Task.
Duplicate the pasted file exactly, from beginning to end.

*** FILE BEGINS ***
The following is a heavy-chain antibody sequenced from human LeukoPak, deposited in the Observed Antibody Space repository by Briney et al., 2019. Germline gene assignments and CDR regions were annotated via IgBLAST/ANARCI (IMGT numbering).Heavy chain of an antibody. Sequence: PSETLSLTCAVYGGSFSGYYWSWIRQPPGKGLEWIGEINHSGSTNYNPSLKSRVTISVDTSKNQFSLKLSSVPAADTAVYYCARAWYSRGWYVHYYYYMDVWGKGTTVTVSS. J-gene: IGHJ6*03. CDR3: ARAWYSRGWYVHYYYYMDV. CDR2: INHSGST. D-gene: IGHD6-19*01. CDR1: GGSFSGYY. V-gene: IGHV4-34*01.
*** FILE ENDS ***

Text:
The following is a heavy-chain antibody sequenced from human LeukoPak, deposited in the Observed Antibody Space repository by Briney et al., 2019. Germline gene assignments and CDR regions were annotated via IgBLAST/ANARCI (IMGT numbering).Heavy chain of an antibody. Sequence: PSETLSLTCAVYGGSFSGYYWSWIRQPPGKGLEWIGEINHSGSTNYNPSLKSRVTISVDTSKNQFSLKLSSVPAADTAVYYCARAWYSRGWYVHYYYYMDVWGKGTTVTVSS. J-gene: IGHJ6*03. CDR3: ARAWYSRGWYVHYYYYMDV. CDR2: INHSGST. D-gene: IGHD6-19*01. CDR1: GGSFSGYY. V-gene: IGHV4-34*01.